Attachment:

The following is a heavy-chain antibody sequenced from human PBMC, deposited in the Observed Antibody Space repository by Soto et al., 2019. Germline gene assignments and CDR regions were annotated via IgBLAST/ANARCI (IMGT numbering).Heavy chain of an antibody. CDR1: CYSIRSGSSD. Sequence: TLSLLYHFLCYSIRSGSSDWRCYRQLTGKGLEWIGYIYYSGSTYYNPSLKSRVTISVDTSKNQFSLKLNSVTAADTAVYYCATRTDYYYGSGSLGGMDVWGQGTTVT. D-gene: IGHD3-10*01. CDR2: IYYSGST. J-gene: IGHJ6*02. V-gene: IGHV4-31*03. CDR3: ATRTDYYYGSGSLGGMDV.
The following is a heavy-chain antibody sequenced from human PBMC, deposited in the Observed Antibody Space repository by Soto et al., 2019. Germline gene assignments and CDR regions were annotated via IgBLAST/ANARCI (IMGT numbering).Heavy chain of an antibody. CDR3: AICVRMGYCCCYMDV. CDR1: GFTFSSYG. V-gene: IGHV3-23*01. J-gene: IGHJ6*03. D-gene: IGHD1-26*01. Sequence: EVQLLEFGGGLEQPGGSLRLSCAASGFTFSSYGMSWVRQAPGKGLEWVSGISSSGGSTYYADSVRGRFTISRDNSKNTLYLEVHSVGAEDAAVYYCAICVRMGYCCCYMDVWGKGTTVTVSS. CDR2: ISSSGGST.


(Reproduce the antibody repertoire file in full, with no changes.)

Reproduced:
The following is a heavy-chain antibody sequenced from human PBMC, deposited in the Observed Antibody Space repository by Soto et al., 2019. Germline gene assignments and CDR regions were annotated via IgBLAST/ANARCI (IMGT numbering).Heavy chain of an antibody. CDR1: CYSIRSGSSD. Sequence: TLSLLYHFLCYSIRSGSSDWRCYRQLTGKGLEWIGYIYYSGSTYYNPSLKSRVTISVDTSKNQFSLKLNSVTAADTAVYYCATRTDYYYGSGSLGGMDVWGQGTTVT. D-gene: IGHD3-10*01. CDR2: IYYSGST. J-gene: IGHJ6*02. V-gene: IGHV4-31*03. CDR3: ATRTDYYYGSGSLGGMDV.
The following is a heavy-chain antibody sequenced from human PBMC, deposited in the Observed Antibody Space repository by Soto et al., 2019. Germline gene assignments and CDR regions were annotated via IgBLAST/ANARCI (IMGT numbering).Heavy chain of an antibody. CDR3: AICVRMGYCCCYMDV. CDR1: GFTFSSYG. V-gene: IGHV3-23*01. J-gene: IGHJ6*03. D-gene: IGHD1-26*01. Sequence: EVQLLEFGGGLEQPGGSLRLSCAASGFTFSSYGMSWVRQAPGKGLEWVSGISSSGGSTYYADSVRGRFTISRDNSKNTLYLEVHSVGAEDAAVYYCAICVRMGYCCCYMDVWGKGTTVTVSS. CDR2: ISSSGGST.